Before we get back to San Francisco, the writers are clearly developing something interesting with Nicole Dormer, whom we saw working on her revisionist history film this week and getting closer to reporter Thelma Harris. Homosexuality is not allowed in the Nazi empire, and this could be the downfall of its newest rising star, the SS’s self-professed new Leni Riefenstahl.
John Smith’s dream, Frank Frink’s return, even Robert & Ed’s Neutral Zone adventure and Nicole and Thelma’s passion — all of these worked better than the Joe and Juliana subplot this episode, one that has increasingly forced fans of this show to realize the thinness of the character that is Juliana Crain. Think about it. The writers of this show have never given Juliana the depth she needed to really anchor this show, always making the characters, often the men, around her more interesting, turning her into a character that’s always reactive and never proactive. And here we are again with Juliana being rescued by Joe only to have the mysterious Wyatt return to her life. With everything going on in this program, who really needs a flat love triangle right now? We know where this is headed as Juliana will be torn between the Nazi and Resistance alpha males. There’s something wonderfully noir-ish about the way the producers and directors frame Luke Kleintank and Alexa Davalos in their scenes together — it’s easy to see that both would have been household names in the ‘40s — but the episodes drag in terms of narrative when they’re around. And let’s not get into the weirdness of two people watching a man burn himself alive and then going home to get it on.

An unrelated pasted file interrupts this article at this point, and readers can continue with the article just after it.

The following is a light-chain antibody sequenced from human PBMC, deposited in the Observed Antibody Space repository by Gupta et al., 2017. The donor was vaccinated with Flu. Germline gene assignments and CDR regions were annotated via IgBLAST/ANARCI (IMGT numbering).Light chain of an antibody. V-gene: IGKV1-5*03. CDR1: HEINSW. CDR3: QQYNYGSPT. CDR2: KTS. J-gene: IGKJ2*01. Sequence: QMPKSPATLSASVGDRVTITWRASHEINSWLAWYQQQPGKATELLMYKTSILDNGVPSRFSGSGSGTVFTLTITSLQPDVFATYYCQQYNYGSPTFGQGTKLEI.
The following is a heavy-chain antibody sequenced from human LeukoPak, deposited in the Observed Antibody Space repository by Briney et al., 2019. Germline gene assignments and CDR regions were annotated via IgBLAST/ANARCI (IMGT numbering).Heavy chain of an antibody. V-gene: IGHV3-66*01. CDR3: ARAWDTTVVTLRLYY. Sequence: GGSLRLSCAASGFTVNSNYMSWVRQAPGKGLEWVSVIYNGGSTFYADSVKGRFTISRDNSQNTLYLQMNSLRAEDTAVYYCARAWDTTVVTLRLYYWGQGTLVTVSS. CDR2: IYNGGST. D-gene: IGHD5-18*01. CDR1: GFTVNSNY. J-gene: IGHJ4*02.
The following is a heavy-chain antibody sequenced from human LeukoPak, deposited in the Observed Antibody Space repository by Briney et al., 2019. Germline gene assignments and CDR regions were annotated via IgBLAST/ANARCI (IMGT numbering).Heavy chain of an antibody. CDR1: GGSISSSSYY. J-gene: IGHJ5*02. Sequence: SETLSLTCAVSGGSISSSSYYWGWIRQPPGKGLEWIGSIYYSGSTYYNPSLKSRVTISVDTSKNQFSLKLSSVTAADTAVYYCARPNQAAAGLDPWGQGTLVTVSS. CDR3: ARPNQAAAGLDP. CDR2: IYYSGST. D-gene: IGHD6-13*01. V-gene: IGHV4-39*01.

Perhaps the Joe/Juliana arc will get some more believable depth now that Tagomi is likely to trust Mr. Blake even less given how this episode ends. After a lovely dinner with his new lady friend, Tagomi is walking down an isolated street. We see Joe walk up behind him and cock the trigger. Cut to black. The cliff-hanger will likely keep fans moving onto the next episode quickly, but there’s no way this is the end of Tagomi. Will Joe change his mind? Or will Tagomi somehow escape?
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• We need to talk about the scene. I’m not sure how I feel about a show that’s often as goofy as this one using such stark imagery as a self-immolating monk, especially given how quickly the episode moved past it here. It’s clearly designed to bring to mind the death of Thích Quang Duc, who burned himself alive at an intersection in Saigon in June 1963 to protest the South Vietnamese Diem regime. The action of High Castle is close enough to that actual time that there could be something interesting about a sacrificial monk playing a role in all the various planes of reality in the early ‘60s, but it feels a bit too exploitative for my tastes to reduce such an iconic moment to what amounts to little more than a cameo.
• Speaking of reincorporating actual history with the world built by the show, I did enjoy the story of what happened to John Wayne, who volunteered to join the Rebels and died in the Battle of Dayton. Also liked the shout-out to one of his best movies, Stagecoach, which Ed calls his “Favorite Ford.” It’s a great movie, even if I’d go My Darling Clementine. But maybe that didn’t exist in this timeline. You never know.
• Much of this season seems to be headed to Lackawanna, which is where Juliana says her dreams are leading her, and where her memories tell her Joe shot (or will shoot) her. Interesting bit of trivia: Lackawanna is a Lenni Lenape word that means “stream that forks.” That’s awfully appropriate for a show about branching realities.